To Whom It May Concern: Abolish Recommendation Letters! 

rec letters meme 2
Letters of recommendation are a pain for everyone involved (edit by Valentina Di Liscia/Hyperallergic)

“Most artists will get really great letters of recommendation. So, we weren’t really filtering anybody out because somebody was going to get a bad letter of reference. It was really only a barrier to an artist who didn’t have the right connections.” This point made by Christine Kuan, president and executive director of the arts grantmaker Creative Capital, in my phone conversation with her about the use of references, says it all.

Kuan removed the reference requirement and reduced the number of first-round application questions from 40 to six during her first year at Creative Capital.

What led me to that conversation with Kuan and other leaders of arts organizations that have removed or significantly altered requests for references was a peak of frustration after reviewing the application guidelines for the Guggenheim Fellowship. In order to apply for the Guggenheim you must submit four references: not four people they might contact in the second or third round if needed, but four people they will definitely contact in the first round, requesting written evaluations.

Conversations about recommendation/reference letter bias within higher education and hiring have been around for decades now, and at least one historian revealed that a handful of Ivy League universities began using letters of reference in the early 1900s with the explicit intention of limiting Black, Jewish, and Catholic applicants. Yet, they persist in so many arenas.

While it would be easy to single out the Guggenheim Fellowship as the worst offender (they did not reply to multiple requests for an interview), the reality is they aren’t the only ones, nor are references the only or most glaring form of gatekeeping in the arts. Nomination-only awards like the MacArthur Fellowship require that an artist’s career path and social networks extend to the nominators, whose identities are generally not shared publicly. And countless “opportunities” require artists to pay fees simply to apply. But here I want to focus specifically on the use of references.

It was a note on the MacDowell Fellowship website that hinted to me that change might finally be coming on this specific issue. The MacDowell is one of the oldest and most prestigious artist residency programs in the United States, and they have long required letters of reference for all applicants (along with a current application fee of $30). But last year, per their application guidelines, I learned they have “suspended the reference letter requirement as part of the application process as a result of direct feedback from artists who have said reference letters pose a barrier to applying. Not all artists have access to referrers, and this lack of access disproportionately affects women and BIPOC artists.”

In a phone conversation with Courtney Bethel, admissions director for MacDowell, she offered this as the framing question behind the change: “What is the value added in something that creates a barrier?” Additionally, Bethel noted that the letters being submitted weren’t addressing the questions they wanted answered. “Letters of recommendations so often are touting everything that’s wonderful about the artist. What we’re interested in is, do they play well with others?” she asked.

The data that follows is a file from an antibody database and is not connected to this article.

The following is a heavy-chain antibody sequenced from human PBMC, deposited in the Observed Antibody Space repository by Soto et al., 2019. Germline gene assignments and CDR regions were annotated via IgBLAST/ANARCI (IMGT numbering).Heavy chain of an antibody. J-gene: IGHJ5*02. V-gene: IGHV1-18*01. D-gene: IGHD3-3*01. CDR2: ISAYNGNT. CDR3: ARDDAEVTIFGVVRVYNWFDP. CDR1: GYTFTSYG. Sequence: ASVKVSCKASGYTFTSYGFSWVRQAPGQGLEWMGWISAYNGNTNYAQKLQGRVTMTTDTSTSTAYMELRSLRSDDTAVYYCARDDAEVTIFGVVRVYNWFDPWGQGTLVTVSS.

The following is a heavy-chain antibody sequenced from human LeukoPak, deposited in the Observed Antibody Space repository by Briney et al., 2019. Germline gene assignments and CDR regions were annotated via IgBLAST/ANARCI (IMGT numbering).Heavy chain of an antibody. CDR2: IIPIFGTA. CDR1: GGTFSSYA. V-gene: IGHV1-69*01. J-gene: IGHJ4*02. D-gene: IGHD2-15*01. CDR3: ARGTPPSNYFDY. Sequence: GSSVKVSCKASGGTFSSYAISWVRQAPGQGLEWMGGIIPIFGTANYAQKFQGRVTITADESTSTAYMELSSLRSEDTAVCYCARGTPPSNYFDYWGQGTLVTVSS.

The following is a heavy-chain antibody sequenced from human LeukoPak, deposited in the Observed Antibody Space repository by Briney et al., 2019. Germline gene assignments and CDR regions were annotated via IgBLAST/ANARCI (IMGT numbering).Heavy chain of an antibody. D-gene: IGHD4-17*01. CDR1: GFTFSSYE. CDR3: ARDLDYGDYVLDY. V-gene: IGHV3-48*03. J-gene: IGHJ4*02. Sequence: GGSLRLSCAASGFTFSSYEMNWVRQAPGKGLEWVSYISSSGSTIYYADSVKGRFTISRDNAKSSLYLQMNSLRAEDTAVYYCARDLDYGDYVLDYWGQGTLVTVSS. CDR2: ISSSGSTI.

Bethel explained to me that now, instead of requiring letters, applicants must acknowledge a Community Agreement in the application itself, and those chosen are asked to participate in pre-arrival conversations laying out the culture of MacDowell.

Another organization that recently changed its policy is Queer|Art|Mentorship, a national mentorship program pairing established LGBTQ+ artists with those earlier in their careers (full disclosure: I wrote an email to Queer|Art in 2014 asking them to remove the letter of reference requirement). Similarly to MacDowell, the organization’s intention was for recommendation letters to provide information to the mentors that would help them understand if they could build a close professional relationship with the mentee (the established artists select their own mentees from the pool of applicants). But now, the organization instead asks for the contact information of two references, and, according to Río Sofia, Queer|Art’s interim co-director, these references are only contacted if a mentor needs additional information to choose between two to three final candidates.

In my conversation with Sofia, who is also a practicing artist, she touched on another layer of the challenge surrounding the time and effort involved in providing references: “Applying to things takes up as much work as actually making the art. Trying to create the most equitable way to ask for references is sort of a Band-Aid on the fact that the application model itself is an access problem.”

It’s impossible to look at the question of equity in applications without hitting on this point, whether it be about references (either as letters or as names of those that might be contacted), nominations, fees, or navigating the particular bureaucratic and technological realities of asking artists to legibly articulate their practices and identities in the ways applications demand. That said, removing an outmoded and bias-saturated barrier like references is an easy step any organization could start with on the longer path to a more equitable arts ecosystem.

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